Uggh, I hate earthquakes. For some reason, I am always…
Matt, Lauren, Rob and I barely made it to our flight from Barcelona to Fes. We were running full-speed through the airport the minute the gate was supposed to be closing thanks to RyanAir’s insane baggage drop-off lines. And at the same time, fairly grumpy because we loved Barcelona so much and didn’t want to really leave. So we landed in Africa, in a state of intellectual and emotional unpreparedness for what lay ahead.
Fes is described by TripAdvisor as “a UNESCO World Heritage Site, that will transport you back to medieval times.” Which sounds all lovely and romantic until you stop to think about what exactly medieval times are really like.
It was 93 degrees when our taxi dropped us off at the medina gate and two men rushed up to load our luggage into a hand cart and plow immediately into the tiny streets of the walled city – full of stray cats and the smells of cedar, varnish, orange blossom water and garbage. I was so shocked, it didn’t even occur to me to take photos during this rush. We wove through countless corridors until landing in a three foot wide alleyway with a four foot tall steel door. The door opened up directly into tiny, tiny stairs of our medina home. 700 years old – imagine a shoebox placed vertically with 60% cut out for a courtyard and four floors on one side and three on the other. (It’s impossible to accurately describe, I’ll share some photos which also don’t describe it well tomorrow).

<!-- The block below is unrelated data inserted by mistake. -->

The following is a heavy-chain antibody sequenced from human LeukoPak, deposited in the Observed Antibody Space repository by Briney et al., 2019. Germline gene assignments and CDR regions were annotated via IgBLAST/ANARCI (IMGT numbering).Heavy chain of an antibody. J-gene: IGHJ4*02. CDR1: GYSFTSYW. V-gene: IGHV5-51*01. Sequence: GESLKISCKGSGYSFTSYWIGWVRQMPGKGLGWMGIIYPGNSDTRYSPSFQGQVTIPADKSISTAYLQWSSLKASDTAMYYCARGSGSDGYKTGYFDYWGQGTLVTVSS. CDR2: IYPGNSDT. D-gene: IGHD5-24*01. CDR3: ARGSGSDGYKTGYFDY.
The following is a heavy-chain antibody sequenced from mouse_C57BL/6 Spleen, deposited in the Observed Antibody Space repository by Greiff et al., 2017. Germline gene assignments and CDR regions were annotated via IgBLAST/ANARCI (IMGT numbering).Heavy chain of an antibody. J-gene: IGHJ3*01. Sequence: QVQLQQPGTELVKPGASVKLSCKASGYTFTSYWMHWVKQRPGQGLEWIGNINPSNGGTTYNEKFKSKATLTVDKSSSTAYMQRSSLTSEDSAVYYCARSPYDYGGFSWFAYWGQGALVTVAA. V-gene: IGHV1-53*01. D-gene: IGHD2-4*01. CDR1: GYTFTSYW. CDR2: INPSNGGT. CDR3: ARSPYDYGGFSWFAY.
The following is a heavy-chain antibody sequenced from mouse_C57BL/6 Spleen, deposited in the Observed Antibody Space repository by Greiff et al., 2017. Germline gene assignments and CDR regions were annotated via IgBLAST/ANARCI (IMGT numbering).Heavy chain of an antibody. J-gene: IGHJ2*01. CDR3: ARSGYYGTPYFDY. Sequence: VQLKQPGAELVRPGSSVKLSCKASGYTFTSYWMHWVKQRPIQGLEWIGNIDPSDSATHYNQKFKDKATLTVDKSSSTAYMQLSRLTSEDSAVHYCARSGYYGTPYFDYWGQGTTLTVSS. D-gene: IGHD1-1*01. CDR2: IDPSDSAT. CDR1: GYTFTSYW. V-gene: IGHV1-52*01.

After several earlier confirmations that the house would have good wifi, we were told that unfortunately copper thieves had cut the wires and that the service would definitely be restored “tomorrow.” This set us off in a new panic – with only 90 minutes before Rob’s big all-team Skype call for work to track down and install sim cards, figure out a combo of tethering and/or cafe wifi. It was a miracle!
We sat in that cafe with glasses of orange juice and hot mint tea for a few hours, watching donkeys loaded with goods go back and forth, and moms walk their kids home from school. It was a good way to try to ease out of our shock. Back at the house, we rested for a bit from the heat of the day and decided to have a picnic dinner on the terrace.
Lauren and I had basically run out of energy to be embarrassed by this point. We dove straight in to the market street near our house – taking the live chickens and goat heads in stride along with an entirely new currency. We bought tomatoes, cucumbers, olives, garlic, olive oil, three kinds of handmade bread (a cornbread, a thick crepe stuffed with cheese topped with tomato and onion and a kind of thin cheesy crepe cooked on a cast iron dome) and sweets stuffed with almonds in orange flower water syrup – all for less than $5. In this decidedly non-tourist part of the market, people were kind and helpful (maybe a little surprised by us too). Especially the women vendors who took no nonsense from anyone and insisted on giving us the real price.
Somehow, we managed to find our way back to the house without getting lost. Set up the cushions on the terrace as the sun was setting on the south gate.
This was the best meal! We ate on the roof with a mixed feeling of being completely overwhelmed, homesick for Spain and victorious in our day’s tech and food shopping accomplishments.
The 90 degree heat started to dissipate and early signs for tomorrow’s storm approached. Cute kids on neighboring terraces flirted with us.